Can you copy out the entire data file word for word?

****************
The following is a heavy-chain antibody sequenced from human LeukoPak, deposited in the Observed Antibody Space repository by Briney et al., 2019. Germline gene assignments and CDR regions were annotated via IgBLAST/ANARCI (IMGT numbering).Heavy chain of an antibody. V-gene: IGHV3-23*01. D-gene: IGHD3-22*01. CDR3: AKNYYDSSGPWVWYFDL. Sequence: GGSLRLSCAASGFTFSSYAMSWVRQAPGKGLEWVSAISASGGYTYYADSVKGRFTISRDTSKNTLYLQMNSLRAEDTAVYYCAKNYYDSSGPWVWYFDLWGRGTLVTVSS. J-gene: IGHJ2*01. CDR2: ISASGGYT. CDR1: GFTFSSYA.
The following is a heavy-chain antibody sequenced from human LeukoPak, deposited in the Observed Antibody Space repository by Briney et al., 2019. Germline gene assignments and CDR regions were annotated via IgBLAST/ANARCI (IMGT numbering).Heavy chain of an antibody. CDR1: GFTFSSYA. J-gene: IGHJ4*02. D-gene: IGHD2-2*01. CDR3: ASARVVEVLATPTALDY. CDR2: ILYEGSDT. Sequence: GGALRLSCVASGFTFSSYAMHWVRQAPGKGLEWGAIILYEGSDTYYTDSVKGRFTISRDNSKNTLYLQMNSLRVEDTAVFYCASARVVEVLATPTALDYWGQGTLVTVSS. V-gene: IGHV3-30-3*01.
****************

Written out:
The following is a heavy-chain antibody sequenced from human LeukoPak, deposited in the Observed Antibody Space repository by Briney et al., 2019. Germline gene assignments and CDR regions were annotated via IgBLAST/ANARCI (IMGT numbering).Heavy chain of an antibody. V-gene: IGHV3-23*01. D-gene: IGHD3-22*01. CDR3: AKNYYDSSGPWVWYFDL. Sequence: GGSLRLSCAASGFTFSSYAMSWVRQAPGKGLEWVSAISASGGYTYYADSVKGRFTISRDTSKNTLYLQMNSLRAEDTAVYYCAKNYYDSSGPWVWYFDLWGRGTLVTVSS. J-gene: IGHJ2*01. CDR2: ISASGGYT. CDR1: GFTFSSYA.
The following is a heavy-chain antibody sequenced from human LeukoPak, deposited in the Observed Antibody Space repository by Briney et al., 2019. Germline gene assignments and CDR regions were annotated via IgBLAST/ANARCI (IMGT numbering).Heavy chain of an antibody. CDR1: GFTFSSYA. J-gene: IGHJ4*02. D-gene: IGHD2-2*01. CDR3: ASARVVEVLATPTALDY. CDR2: ILYEGSDT. Sequence: GGALRLSCVASGFTFSSYAMHWVRQAPGKGLEWGAIILYEGSDTYYTDSVKGRFTISRDNSKNTLYLQMNSLRVEDTAVFYCASARVVEVLATPTALDYWGQGTLVTVSS. V-gene: IGHV3-30-3*01.